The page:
“Most women I knew changed their names after marriage, but no one changed their full name unless they joined the Witness Protection Program.” – Location 1688

“The procession left the temple in an excursion like the Macy’s Thanksgiving Day Parade.” – Location 1734

“Every eye was on the mysterious Hyksos monarch, a Hollywood Star glittering on the red carpet.” – Location 1873

There’s some romance but the focus is definitely on Portia’s character as well as the bonds of sisterhood. The romance hits a bit harder halfway through and boy I was not disappointed. I loved Prince Seti and I also loved the mysterious Merenptah, who we met earlier in the novel. There were some plot twists I saw coming and others I didn’t, but I loved them all! Especially the one surrounding Selene, which I won’t share because of spoilers.

At first I was a bit disappointed about the romance being on the back burner but I started thinking about this book as a whole. It’s so original and fresh, and it breaks tropes. I started reading THE BLAZING STAR with the expectation that the protagonist would have this incredible romance with a prince (as is usual with some other time travel books I’ve read) and I loved that that didn’t happen, at least not right away. There are not a lot of well-written time travel books set in ancient Egypt and Mesopotamia, so it’s hard not to expect something that’s been done in every other book you’ve read.

One last thing I loved about this book: Portia doesn’t let anyone undermine another woman, even if letting it happen would help her out. At one point Prince Seti makes fun of his betrothed, Princess Tuya for needing Portia’s help even though she has a lot of other servants, and Portia doesn’t let him get away with that. NO WOMEN BASHING IN THIS BOOK.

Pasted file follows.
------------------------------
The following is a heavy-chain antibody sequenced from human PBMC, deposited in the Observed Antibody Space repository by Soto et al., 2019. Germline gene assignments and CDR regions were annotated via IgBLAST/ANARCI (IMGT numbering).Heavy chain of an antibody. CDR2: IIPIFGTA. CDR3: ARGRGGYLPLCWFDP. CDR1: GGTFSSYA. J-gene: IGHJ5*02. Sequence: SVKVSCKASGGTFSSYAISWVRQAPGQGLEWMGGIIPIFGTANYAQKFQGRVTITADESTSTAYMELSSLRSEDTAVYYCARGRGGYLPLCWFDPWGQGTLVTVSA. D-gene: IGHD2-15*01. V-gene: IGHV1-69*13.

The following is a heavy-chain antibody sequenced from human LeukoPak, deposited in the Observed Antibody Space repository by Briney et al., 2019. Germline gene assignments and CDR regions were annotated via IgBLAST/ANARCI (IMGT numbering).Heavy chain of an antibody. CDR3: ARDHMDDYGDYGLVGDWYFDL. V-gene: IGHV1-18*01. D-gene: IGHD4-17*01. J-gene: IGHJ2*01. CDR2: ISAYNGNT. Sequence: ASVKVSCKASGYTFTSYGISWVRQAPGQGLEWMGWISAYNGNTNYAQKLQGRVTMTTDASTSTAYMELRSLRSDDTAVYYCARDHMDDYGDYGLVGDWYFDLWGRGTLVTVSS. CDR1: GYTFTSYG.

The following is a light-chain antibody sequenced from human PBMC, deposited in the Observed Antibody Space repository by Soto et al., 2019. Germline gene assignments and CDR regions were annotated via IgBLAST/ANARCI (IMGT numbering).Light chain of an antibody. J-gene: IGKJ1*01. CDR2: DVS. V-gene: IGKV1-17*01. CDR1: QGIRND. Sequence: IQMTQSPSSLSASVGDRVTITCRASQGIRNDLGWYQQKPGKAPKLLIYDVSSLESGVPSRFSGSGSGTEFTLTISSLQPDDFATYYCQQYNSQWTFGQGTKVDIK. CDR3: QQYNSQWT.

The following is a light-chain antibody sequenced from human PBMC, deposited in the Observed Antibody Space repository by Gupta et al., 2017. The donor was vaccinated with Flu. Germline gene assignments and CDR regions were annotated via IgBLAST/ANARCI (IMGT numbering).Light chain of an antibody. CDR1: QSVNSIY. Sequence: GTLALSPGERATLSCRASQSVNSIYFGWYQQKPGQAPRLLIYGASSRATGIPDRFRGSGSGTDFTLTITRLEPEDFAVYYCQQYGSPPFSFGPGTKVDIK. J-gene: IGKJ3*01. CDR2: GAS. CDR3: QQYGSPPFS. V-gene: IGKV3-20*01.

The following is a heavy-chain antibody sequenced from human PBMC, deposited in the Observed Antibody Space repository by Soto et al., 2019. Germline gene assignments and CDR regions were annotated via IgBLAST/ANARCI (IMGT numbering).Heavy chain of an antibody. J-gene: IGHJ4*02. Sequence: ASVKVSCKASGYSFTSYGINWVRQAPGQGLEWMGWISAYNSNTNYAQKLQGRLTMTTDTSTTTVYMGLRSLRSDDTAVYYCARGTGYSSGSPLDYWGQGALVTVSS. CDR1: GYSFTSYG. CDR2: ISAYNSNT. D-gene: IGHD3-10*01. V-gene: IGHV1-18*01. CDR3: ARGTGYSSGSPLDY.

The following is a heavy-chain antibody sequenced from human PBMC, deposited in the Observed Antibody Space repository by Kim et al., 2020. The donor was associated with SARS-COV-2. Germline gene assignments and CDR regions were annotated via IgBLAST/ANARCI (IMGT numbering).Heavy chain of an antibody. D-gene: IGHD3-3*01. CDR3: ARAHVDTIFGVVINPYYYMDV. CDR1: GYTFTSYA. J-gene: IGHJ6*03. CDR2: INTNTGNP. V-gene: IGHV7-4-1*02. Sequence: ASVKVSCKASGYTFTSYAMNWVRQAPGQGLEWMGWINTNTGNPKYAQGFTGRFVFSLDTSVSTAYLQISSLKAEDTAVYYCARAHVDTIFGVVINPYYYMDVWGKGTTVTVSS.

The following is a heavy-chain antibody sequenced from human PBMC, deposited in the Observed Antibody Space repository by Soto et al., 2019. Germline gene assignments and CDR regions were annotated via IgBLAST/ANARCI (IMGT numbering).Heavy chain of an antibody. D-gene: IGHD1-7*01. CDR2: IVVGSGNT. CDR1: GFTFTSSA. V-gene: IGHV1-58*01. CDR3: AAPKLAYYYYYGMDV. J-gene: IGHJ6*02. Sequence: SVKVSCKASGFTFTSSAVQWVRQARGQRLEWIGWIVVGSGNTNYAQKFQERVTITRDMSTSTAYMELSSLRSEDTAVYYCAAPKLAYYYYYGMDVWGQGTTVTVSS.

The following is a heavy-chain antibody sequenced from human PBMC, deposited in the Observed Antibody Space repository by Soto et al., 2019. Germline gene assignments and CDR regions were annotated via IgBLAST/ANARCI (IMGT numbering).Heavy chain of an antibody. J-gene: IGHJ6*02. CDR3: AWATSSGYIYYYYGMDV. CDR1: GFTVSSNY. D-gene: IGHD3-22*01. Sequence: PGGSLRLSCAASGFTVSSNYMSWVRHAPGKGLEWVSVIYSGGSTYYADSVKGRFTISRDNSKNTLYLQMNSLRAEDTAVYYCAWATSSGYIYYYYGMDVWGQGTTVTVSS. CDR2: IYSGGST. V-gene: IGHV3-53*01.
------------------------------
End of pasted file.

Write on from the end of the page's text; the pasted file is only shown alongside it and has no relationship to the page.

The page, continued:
THE BLAZING STAR is a fresh, original take on the time-traveling-to-the-ancient-world books we’ve seen before. I loved the emphasis on sisterhood and Portia is a protagonist I’m unlikely to forget in the near future. Definitely check out this star studded masterpiece.

Favourite quotes:

“People don’t expect me to fail. People don’t expect me to do anything at all.” -Location 2633

“You aren’t here to rid us of trouble. There is no world of only light, Portia, or darkness.” -Location 2857

“This is the first time I mean something,” I said, my voice cracking before I could get all of my words out. “You’ve always meant something to me,” she said. “But I didn’t mean anything to me, Alex,” I replied. “I didn’t mean anything to me.” -Location 3059

“Though stripped of my lightening, I was a deadly warrior. But the goddess gave talent, not control. I would have to discover that for myself.” -Location 3169

“To him, I was still a strange girl in the Temple of Isis’s keep, the daughter of a foreign princess who was entangled with powerful enemies of his kingdom.” -Location 3563

“For you, I will wait for one day,” he said through now shock-less kisses. “For you, I would wait everyday.” -Location 3623